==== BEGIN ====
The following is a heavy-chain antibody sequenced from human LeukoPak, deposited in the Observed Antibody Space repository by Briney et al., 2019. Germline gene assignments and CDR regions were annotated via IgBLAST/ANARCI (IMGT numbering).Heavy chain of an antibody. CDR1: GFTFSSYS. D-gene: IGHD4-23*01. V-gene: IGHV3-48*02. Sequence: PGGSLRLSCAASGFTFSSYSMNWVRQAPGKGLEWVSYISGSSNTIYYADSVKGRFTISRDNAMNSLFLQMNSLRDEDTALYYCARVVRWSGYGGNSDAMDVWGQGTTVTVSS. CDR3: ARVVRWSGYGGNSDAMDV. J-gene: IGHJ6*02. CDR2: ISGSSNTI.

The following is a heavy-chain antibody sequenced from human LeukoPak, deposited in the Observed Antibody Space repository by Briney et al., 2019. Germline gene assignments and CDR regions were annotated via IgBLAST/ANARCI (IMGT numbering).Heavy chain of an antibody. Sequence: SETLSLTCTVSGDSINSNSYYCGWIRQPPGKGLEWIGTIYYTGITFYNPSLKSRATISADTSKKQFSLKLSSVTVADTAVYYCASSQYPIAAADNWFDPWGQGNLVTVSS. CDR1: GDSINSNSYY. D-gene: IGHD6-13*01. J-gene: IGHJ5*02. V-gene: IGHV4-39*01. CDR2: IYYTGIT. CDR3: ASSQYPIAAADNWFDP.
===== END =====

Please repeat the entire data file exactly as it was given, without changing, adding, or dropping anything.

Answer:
The following is a heavy-chain antibody sequenced from human LeukoPak, deposited in the Observed Antibody Space repository by Briney et al., 2019. Germline gene assignments and CDR regions were annotated via IgBLAST/ANARCI (IMGT numbering).Heavy chain of an antibody. CDR1: GFTFSSYS. D-gene: IGHD4-23*01. V-gene: IGHV3-48*02. Sequence: PGGSLRLSCAASGFTFSSYSMNWVRQAPGKGLEWVSYISGSSNTIYYADSVKGRFTISRDNAMNSLFLQMNSLRDEDTALYYCARVVRWSGYGGNSDAMDVWGQGTTVTVSS. CDR3: ARVVRWSGYGGNSDAMDV. J-gene: IGHJ6*02. CDR2: ISGSSNTI.

The following is a heavy-chain antibody sequenced from human LeukoPak, deposited in the Observed Antibody Space repository by Briney et al., 2019. Germline gene assignments and CDR regions were annotated via IgBLAST/ANARCI (IMGT numbering).Heavy chain of an antibody. Sequence: SETLSLTCTVSGDSINSNSYYCGWIRQPPGKGLEWIGTIYYTGITFYNPSLKSRATISADTSKKQFSLKLSSVTVADTAVYYCASSQYPIAAADNWFDPWGQGNLVTVSS. CDR1: GDSINSNSYY. D-gene: IGHD6-13*01. J-gene: IGHJ5*02. V-gene: IGHV4-39*01. CDR2: IYYTGIT. CDR3: ASSQYPIAAADNWFDP.